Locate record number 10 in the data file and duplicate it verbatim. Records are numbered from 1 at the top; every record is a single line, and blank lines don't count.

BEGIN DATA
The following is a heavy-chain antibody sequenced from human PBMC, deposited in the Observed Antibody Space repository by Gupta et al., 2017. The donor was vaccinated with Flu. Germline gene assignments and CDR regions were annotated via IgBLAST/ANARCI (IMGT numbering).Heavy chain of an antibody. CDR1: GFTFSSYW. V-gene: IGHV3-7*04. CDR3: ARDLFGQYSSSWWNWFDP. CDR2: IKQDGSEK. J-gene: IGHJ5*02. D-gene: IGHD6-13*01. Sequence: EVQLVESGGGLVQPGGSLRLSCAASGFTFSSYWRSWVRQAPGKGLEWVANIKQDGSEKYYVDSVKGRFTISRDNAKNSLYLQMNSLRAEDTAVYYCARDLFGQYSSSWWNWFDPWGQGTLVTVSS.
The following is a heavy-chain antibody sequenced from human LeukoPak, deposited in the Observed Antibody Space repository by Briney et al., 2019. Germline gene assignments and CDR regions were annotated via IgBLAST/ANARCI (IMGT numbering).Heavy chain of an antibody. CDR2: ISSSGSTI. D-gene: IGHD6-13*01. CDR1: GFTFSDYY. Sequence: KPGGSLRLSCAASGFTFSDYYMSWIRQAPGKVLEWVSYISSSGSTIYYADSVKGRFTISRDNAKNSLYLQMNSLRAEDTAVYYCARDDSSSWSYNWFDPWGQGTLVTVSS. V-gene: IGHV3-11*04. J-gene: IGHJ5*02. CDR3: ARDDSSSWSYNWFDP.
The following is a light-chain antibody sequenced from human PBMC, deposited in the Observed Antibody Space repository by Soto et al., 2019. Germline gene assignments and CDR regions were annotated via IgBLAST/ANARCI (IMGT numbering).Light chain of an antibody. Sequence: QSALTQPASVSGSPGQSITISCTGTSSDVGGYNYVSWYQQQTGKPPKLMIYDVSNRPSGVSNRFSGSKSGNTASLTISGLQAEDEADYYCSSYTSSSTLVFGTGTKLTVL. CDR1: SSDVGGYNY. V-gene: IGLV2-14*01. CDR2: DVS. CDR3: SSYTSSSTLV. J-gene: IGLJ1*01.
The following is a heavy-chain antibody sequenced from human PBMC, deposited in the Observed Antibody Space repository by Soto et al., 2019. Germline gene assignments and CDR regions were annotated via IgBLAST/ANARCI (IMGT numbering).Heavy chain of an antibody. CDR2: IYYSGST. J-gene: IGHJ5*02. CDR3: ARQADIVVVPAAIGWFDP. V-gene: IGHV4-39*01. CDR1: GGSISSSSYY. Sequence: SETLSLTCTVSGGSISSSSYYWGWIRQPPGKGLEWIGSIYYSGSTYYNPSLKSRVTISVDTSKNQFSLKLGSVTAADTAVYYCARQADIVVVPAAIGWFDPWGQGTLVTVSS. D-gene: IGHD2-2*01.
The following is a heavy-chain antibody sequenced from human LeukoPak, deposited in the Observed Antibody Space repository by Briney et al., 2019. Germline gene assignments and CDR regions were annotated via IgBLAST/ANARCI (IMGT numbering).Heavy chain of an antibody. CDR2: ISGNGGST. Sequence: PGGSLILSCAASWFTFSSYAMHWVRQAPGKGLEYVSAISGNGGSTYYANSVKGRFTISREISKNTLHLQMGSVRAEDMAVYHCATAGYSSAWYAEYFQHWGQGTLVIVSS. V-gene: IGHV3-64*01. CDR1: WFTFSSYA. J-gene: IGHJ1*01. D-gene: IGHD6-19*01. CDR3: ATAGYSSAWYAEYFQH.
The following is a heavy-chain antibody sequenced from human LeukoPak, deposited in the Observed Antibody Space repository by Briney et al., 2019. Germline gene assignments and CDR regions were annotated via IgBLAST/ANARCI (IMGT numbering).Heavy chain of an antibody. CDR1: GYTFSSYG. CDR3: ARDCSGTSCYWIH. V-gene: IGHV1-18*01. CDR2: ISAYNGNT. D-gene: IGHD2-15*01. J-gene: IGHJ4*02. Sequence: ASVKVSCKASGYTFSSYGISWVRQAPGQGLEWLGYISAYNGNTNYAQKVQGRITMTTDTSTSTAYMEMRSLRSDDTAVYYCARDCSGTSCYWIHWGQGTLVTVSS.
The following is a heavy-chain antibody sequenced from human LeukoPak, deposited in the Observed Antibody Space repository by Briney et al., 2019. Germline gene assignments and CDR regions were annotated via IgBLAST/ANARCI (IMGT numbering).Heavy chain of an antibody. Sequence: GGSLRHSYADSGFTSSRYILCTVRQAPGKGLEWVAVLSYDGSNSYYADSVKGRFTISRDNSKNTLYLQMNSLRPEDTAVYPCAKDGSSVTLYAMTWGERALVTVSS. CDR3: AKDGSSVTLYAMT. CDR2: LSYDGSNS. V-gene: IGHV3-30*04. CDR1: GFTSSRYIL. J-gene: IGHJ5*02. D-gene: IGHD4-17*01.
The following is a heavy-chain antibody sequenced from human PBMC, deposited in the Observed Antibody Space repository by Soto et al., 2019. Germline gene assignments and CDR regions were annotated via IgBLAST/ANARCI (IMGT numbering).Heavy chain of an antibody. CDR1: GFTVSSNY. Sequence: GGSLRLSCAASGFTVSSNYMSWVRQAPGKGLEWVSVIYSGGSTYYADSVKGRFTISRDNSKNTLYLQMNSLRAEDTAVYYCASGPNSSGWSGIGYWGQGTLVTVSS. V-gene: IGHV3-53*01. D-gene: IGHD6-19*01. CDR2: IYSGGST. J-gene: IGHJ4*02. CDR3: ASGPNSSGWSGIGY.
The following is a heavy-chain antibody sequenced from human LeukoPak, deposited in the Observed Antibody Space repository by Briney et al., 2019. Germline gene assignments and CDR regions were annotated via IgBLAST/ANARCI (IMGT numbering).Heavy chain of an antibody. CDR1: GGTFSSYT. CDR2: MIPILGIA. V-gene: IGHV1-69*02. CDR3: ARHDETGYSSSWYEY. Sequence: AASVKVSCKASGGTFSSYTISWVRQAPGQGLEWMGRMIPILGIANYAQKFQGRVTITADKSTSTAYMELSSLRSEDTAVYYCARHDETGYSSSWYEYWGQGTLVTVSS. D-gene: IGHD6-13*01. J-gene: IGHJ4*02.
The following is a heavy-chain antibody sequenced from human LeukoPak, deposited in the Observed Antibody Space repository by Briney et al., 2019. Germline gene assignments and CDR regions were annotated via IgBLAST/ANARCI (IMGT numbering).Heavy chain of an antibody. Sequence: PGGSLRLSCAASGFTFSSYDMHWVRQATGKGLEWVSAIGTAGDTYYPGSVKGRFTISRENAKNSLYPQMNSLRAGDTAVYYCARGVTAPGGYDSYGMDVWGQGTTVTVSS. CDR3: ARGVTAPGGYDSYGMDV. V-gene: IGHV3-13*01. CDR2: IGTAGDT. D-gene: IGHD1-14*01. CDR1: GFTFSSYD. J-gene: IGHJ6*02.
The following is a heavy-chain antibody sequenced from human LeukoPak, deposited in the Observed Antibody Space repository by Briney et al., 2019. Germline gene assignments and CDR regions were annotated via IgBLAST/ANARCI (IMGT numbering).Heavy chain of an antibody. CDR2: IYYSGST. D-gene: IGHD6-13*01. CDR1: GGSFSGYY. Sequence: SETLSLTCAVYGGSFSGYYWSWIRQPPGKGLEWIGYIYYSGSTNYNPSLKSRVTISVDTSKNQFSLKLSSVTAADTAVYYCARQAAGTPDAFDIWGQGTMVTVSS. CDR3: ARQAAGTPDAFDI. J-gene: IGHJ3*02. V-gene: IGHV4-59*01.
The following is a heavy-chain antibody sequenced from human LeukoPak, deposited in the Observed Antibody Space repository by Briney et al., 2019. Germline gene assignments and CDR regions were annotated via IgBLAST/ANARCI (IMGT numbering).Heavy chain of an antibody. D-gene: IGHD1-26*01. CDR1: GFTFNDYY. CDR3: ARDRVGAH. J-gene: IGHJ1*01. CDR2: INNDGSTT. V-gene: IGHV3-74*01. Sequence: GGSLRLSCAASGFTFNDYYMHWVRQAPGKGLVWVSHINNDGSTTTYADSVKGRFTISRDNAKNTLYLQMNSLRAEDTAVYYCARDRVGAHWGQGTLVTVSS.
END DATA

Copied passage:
The following is a heavy-chain antibody sequenced from human LeukoPak, deposited in the Observed Antibody Space repository by Briney et al., 2019. Germline gene assignments and CDR regions were annotated via IgBLAST/ANARCI (IMGT numbering).Heavy chain of an antibody. Sequence: PGGSLRLSCAASGFTFSSYDMHWVRQATGKGLEWVSAIGTAGDTYYPGSVKGRFTISRENAKNSLYPQMNSLRAGDTAVYYCARGVTAPGGYDSYGMDVWGQGTTVTVSS. CDR3: ARGVTAPGGYDSYGMDV. V-gene: IGHV3-13*01. CDR2: IGTAGDT. D-gene: IGHD1-14*01. CDR1: GFTFSSYD. J-gene: IGHJ6*02.